As a Minnesota worker, you may wonder what workers’ compensation laws and other statutes and regulations provide when it comes to protecting you against injuries and illnesses incurred on the job. Laws governing an employer’s responsibility to reasonably protect workers from physical injury are fairly well established in Minnesota and elsewhere across the United States. The same cannot be said of laws regarding protection from an emotional injury in the workplace.
Minnesota workers’ compensation laws and emotional injury
Minnesota workers’ compensation laws do contain provisions for providing compensation to a worker who develops a mental health condition as a result of something that happens in the workplace. The reality is that the nature and extent of that compensable coverage is fairly narrow.
Occupational Safety and Health Act of 1970
The Occupational Safety and Health Act of 1970 is the most significant law on the books in the United States governing the protection of workers in the workplace. The reality is that this law provides worker protections against physical harm and not emotional injury, as a general rule. While it is conceivable that an emotional injury might ultimately result in death, making a case for compensation under this law in such a situation is a hard sell.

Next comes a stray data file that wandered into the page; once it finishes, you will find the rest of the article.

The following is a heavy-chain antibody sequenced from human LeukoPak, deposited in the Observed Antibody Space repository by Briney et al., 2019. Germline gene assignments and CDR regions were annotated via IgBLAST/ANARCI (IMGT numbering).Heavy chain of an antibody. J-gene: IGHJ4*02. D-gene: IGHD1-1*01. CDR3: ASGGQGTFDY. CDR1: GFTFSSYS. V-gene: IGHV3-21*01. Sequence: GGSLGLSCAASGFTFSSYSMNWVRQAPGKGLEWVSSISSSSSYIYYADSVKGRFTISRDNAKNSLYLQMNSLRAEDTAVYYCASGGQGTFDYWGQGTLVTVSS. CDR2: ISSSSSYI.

Present day litigation
There are some cases that have reached the judicial system addressing a business’ responsibility to protect contract workers from emotional injury in the workplace. Technically speaking, the pair of predominate cases involving workplace emotional injury do not concern direct employees of a business. In any event, one case has been settled out of court. The other case currently is pending.